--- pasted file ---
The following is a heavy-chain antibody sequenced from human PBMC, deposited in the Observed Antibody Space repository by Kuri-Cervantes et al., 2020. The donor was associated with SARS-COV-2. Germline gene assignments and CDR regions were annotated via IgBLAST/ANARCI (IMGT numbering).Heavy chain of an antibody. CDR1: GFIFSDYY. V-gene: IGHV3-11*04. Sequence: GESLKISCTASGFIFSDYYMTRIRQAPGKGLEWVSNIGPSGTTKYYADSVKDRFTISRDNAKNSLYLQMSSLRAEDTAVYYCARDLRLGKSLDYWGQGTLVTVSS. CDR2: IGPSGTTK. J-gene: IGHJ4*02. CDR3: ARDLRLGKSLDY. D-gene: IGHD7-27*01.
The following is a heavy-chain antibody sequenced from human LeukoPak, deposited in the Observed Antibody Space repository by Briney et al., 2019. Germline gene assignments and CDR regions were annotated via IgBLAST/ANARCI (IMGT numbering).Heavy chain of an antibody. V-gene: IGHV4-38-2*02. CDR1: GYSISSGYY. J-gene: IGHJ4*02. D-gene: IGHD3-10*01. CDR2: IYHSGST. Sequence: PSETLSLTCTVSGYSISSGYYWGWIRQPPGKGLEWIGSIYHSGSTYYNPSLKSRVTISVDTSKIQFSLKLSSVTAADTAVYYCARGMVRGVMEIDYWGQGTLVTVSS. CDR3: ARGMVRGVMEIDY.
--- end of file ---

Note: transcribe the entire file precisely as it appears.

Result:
The following is a heavy-chain antibody sequenced from human PBMC, deposited in the Observed Antibody Space repository by Kuri-Cervantes et al., 2020. The donor was associated with SARS-COV-2. Germline gene assignments and CDR regions were annotated via IgBLAST/ANARCI (IMGT numbering).Heavy chain of an antibody. CDR1: GFIFSDYY. V-gene: IGHV3-11*04. Sequence: GESLKISCTASGFIFSDYYMTRIRQAPGKGLEWVSNIGPSGTTKYYADSVKDRFTISRDNAKNSLYLQMSSLRAEDTAVYYCARDLRLGKSLDYWGQGTLVTVSS. CDR2: IGPSGTTK. J-gene: IGHJ4*02. CDR3: ARDLRLGKSLDY. D-gene: IGHD7-27*01.
The following is a heavy-chain antibody sequenced from human LeukoPak, deposited in the Observed Antibody Space repository by Briney et al., 2019. Germline gene assignments and CDR regions were annotated via IgBLAST/ANARCI (IMGT numbering).Heavy chain of an antibody. V-gene: IGHV4-38-2*02. CDR1: GYSISSGYY. J-gene: IGHJ4*02. D-gene: IGHD3-10*01. CDR2: IYHSGST. Sequence: PSETLSLTCTVSGYSISSGYYWGWIRQPPGKGLEWIGSIYHSGSTYYNPSLKSRVTISVDTSKIQFSLKLSSVTAADTAVYYCARGMVRGVMEIDYWGQGTLVTVSS. CDR3: ARGMVRGVMEIDY.